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Last trends of the AECO sector

Published: 05/01/2023

Country: United States

Today, it is possible to create models of urban environments using data from built environment databases, which makes it easier to visualize and analyze information and combine it with sustainability indicators to assist urban planning decisions. This amount of potentially accessible data can substantially aid life cycle assessment (LCA). Quantitative environmental assessment in the field of construction and its extension from the building to the city level are likely to be made easier with the inclusion of LCA data in models created in Building Information Modeling (BIM) platforms. Although the advantages, co benefits, and costs connected with NBS initiatives are yet not fully implicit, they could play a significant role in sustainable urban planning and management. 

Let's examine in detail: 

An assessment of the energy and environmental performances of building stocks at large spatial scales is becoming increasingly important for decision making in sustainable urban planning and policy making. While the operational energy use of buildings has been the primary emphasis of current bottom-up building stock models for the past ten years, a more comprehensive environmental assessment of the many stages of a structure's life cycle is now necessary. However, there are a number of scientific and practical difficulties involved in extending a Life Cycle Assessment (LCA) model from the building to the district or city dimensions. 

Building information modeling (BIM) and nature-based solutions-based datasets and knowledge base frameworks can greatly enhance LCA as an inventory and environmental impact assessment tool (NBS). The goal of using BIM is to assist engineers in designing digital models and sharing building information in a reusable and interoperable manner.  

  • However, in order to apply BIM concepts, designers must first create 3D models of buildings based on built-in databases that are not compatible with the analysis tools used in LCAs of buildings. This makes it more difficult to quantify any potential environmental effects of buildings while using those material databases to inform decision-making.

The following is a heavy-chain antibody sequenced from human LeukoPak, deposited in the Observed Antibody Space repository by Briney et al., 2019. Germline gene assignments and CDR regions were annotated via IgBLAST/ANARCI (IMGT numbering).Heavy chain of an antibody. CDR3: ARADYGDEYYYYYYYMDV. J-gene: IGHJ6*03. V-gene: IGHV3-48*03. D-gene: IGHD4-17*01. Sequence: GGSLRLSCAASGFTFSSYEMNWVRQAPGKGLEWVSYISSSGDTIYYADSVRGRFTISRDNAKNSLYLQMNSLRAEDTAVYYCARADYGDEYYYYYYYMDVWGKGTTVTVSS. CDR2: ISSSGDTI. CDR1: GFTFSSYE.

• Secondly, creating a detailed BIM takes time, especially in the early stages of the design process when detailed information is typically lacking. To this purpose, simple 3D models can be used to compare alternatives early in the design process, when there is a high possibility for optimization, and to perform streamlined LCAs of buildings and neighborhoods. 
  • Thirdly, a variety of standards and data formats have been created for 3D modeling and visualization of buildings and cities, such as CityGML. However, these models are frequently not used in planning and operation, in part due to interoperability issues and efforts in maintaining the current models. 
  • Lastly, BIM-based sustainability in the construction industry links at scales greater than those of individual structures, to sustainability in urban planning and management, and therefore to effective resource usage and impact mitigation strategies in cities. In this regard, it is important to note that the explicit integration of Nature-based Solutions in urban planning is currently supporting the enhancement of cities' sustainability. These serve as a way to start effect mitigation strategies in cities. 
  • Another difficult area that is not covered in the context of LCA is how to use National Building Specification to increase well-being in urban settings. NBS strictly fall under the umbrella of sustainable management of the environment, cities, and scientific and technological advancements. It is advised to incorporate them into urban settings (at the spatial level of a building, neighborhood, or entire city) for a number of reasons, including to strengthen social cohesion, combat poverty, and improve the delivery of ecosystem services and biodiversity. However, there is still a lack of understanding on the costs, benefits, and co-benefits of NBS projects. Therefore, LCA-based assessments of NBS-related impacts make it easier to evaluate the sustainability factors driving NBS. 

The problems listed above were examined during this LCM2017 conference session using case studies, proofs of concept, and a discussion based on various experts' perspectives. The goal was to provide an overview of some methodological and applied advancement that, from building to city scales, may open up practical opportunities for:  

  • A better exploitation of urban resources, data, and know-how (e.g., integration between BIM and LCA) 
  • A seamless transition towards sustainable and resilient cities (e.g., assessment/implementation planning of NBS with a life cycle thinking approach) 

To know more about BIM services, contact Tejjy BIM Inc consultants in USA. 


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